In London, the radiologist Gina McVey organizes a surprise birthday party to her father John McVey with her boyfriend Stefan Chambers, her brother Daniel McVey and his girlfriend Kate ... See full summary »
A newcomer to a Catholic prep high school falls in with a trio of outcast teenage girls who practice witchcraft and they all soon conjure up various spells and curses against those who even slightly anger them.
Trapped in an isolated gas station by a voracious Splinter parasite that transforms its still living victims into deadly hosts, a young couple and an escaped convict must find a way to work together to survive this primal terror.
In London, the radiologist Gina McVey organizes a surprise birthday party to her father John McVey with her boyfriend Stefan Chambers, her brother Daniel McVey and his girlfriend Kate Coleman. On the next day, she sees herself driving a car on the street and she follows the woman to her apartment, where she finds a picture of her father and her. While driving back, she has a car crash and loses parts of her memory; further, she believes Stefan is another man. Gina decides to investigate what is happening and unravels a dark reality. Written by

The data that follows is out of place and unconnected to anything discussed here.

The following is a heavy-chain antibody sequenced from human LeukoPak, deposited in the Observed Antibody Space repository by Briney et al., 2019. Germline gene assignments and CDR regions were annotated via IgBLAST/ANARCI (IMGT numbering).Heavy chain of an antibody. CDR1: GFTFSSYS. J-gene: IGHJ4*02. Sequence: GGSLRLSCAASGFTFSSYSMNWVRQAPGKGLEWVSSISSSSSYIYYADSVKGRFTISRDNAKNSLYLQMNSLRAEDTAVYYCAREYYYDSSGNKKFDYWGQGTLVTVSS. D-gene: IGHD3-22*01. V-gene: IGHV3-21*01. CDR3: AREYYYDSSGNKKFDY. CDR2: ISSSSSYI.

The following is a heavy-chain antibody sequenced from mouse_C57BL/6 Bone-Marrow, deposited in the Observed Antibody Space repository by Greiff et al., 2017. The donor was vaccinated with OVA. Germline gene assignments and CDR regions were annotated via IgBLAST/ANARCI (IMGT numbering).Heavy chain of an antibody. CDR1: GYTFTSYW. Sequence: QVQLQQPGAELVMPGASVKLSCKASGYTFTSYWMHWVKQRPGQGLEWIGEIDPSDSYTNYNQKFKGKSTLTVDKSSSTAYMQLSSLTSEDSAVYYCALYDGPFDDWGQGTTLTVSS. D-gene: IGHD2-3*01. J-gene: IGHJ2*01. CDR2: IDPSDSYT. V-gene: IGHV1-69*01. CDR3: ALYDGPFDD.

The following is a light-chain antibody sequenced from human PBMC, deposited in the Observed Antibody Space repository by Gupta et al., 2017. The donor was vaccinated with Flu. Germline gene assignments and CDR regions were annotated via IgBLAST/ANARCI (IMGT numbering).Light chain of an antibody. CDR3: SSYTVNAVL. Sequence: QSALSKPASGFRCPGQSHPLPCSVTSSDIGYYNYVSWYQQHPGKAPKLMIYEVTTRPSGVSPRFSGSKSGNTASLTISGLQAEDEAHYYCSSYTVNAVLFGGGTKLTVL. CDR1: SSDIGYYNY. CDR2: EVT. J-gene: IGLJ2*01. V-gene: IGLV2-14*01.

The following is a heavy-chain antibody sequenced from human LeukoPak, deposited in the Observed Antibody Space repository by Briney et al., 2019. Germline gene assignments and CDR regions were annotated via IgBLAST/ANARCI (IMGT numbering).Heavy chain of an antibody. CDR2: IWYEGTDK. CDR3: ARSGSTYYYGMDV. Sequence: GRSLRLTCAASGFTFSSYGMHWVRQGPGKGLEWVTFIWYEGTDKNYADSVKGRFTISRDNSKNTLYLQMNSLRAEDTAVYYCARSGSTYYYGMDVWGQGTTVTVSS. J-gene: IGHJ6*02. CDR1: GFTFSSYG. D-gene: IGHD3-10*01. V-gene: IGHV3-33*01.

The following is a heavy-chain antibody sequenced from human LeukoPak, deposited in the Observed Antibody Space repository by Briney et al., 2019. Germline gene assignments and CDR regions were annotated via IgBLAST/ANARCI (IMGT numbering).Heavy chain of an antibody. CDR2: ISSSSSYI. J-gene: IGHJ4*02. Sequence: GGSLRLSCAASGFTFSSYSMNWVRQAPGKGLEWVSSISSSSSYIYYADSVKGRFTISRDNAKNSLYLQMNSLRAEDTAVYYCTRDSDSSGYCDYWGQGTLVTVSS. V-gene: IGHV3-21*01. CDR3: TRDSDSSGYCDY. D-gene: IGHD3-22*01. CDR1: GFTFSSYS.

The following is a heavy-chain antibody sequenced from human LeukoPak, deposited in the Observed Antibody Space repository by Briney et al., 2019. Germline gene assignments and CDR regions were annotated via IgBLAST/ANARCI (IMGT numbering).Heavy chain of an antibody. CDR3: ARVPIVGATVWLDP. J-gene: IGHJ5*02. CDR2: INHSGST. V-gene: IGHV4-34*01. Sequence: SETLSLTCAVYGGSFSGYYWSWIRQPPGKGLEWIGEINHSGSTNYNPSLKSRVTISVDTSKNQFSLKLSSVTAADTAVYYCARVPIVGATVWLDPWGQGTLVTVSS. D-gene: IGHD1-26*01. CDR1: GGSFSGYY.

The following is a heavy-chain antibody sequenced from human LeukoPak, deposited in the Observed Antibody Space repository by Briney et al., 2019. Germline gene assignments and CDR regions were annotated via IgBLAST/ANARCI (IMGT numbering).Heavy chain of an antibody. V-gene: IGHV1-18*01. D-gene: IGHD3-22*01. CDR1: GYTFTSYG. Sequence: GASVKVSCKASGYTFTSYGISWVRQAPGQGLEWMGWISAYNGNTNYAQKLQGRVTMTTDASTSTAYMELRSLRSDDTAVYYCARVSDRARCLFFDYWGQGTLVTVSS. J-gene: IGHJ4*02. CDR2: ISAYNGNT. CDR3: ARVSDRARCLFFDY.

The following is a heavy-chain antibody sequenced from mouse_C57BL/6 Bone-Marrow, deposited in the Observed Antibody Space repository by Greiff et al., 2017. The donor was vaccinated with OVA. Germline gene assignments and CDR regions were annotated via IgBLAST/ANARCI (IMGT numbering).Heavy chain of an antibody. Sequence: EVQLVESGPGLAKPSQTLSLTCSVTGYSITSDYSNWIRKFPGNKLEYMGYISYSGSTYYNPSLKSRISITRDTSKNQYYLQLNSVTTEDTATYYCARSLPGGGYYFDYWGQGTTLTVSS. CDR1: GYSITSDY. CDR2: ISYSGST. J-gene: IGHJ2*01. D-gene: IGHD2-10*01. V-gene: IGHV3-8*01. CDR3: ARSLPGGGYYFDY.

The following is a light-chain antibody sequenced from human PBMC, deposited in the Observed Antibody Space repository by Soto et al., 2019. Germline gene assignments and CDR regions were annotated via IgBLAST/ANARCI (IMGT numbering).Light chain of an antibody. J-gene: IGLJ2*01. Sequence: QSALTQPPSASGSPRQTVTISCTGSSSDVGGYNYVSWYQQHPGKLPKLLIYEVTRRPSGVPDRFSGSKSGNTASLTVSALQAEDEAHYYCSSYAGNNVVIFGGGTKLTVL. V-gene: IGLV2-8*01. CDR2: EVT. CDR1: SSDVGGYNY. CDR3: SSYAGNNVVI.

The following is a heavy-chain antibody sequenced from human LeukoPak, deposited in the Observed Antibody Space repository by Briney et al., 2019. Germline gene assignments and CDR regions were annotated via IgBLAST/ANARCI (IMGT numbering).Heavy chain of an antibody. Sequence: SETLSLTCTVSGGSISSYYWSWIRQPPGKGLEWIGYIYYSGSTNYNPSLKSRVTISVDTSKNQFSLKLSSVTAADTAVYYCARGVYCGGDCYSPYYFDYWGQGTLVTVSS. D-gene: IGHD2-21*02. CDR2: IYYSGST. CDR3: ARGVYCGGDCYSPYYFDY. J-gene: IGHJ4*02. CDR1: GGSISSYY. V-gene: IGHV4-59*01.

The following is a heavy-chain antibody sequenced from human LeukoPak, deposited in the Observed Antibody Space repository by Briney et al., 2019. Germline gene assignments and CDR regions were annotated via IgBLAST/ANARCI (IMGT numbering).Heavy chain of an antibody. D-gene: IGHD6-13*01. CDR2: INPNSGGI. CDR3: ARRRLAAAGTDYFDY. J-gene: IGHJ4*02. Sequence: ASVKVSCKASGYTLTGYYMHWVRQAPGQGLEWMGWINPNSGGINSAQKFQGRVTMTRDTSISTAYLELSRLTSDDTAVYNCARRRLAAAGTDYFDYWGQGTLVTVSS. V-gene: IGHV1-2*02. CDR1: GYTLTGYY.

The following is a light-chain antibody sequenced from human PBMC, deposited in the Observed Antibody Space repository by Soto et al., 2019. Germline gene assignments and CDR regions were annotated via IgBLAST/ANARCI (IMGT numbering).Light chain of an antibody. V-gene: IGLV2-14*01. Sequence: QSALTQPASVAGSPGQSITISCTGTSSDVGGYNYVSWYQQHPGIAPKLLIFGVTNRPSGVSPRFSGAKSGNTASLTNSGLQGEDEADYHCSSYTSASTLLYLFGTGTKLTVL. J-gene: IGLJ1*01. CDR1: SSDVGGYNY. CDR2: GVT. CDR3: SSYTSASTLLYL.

Claudio Carvalho, Rio de Janeiro, Brazil
The inventive spelling of the title reads somewhat silly in Norwegian and Danish since the Ø in broken is a letter in the alphabet in these languages and sounds like the "u" in "burden". In addition "brøken" is the Norwegian and Danish word meaning "the fraction". See more »
Although set in London all the telephones (including old dial phones) ring in the American style. See more »
[opening screen, small text on black]
You have conquered and I yield.
Yet henceforward art thou also dead - dead to the World, to Heaven, and to Hope!
In me didst thou exist - and, in my death, see by this image, which is thine own, how utterly thou hast murdered thyself.
Edgar Allan Poe
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If the music played during the first half of the closing credits sounds a bit off, that's because it's being played backwards. See more »
Written by Arnar Gudjonsson
Played during the end credits See more »